• Not a death wish. Purely hypothetical. Secret Service, sit down, please.

The Republican National Committee would select a replacement. No presidential nominee has ever died or withdrawn between the convention and the election; if it ever happens, logic suggests that the Committee would make the VP candidate the new presidential nominee and choose a new VP candidate, but it wouldn’t be required.

If the death occurred close enough to the election, there might not be time to get the new candidate(s) listed on every state’s ballots, but since voters are voting for electors anyhow, this wouldn’t be an insurmountable problem.

If the candidate dies after the election but before the meeting of the Electoral College, then again the National Committee would choose a replacement for whom the electors would be expected to vote. In this case, logic would argue even more strongly for elevating the VP-elect. This has never happened to a winning candidate, but it happened once to the loser–Horace Greeley, who lost to U.S. Grant in 1872 and died three weeks after the election. Since he lost, it didn’t much matter who received his electoral votes, and the electors went in several different directions.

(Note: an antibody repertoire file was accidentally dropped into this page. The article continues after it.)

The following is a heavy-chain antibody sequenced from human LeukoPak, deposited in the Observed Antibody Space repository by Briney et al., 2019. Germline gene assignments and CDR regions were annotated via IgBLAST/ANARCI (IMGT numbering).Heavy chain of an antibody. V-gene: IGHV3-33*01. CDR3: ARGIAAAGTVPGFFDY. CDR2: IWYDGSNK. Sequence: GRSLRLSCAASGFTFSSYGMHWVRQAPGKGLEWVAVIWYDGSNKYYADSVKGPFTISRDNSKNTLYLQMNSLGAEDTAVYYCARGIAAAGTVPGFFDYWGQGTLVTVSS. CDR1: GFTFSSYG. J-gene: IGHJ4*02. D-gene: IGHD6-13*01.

Once the electors cast their votes, the result is fixed; if the president-elect dies or refuses to serve, the VP-elect becomes President on Inauguration Day.

As long as we’re discussing hypotheticals…

What if both the (sitting) Prez and the VP die before the inauguaration but after the winning the election…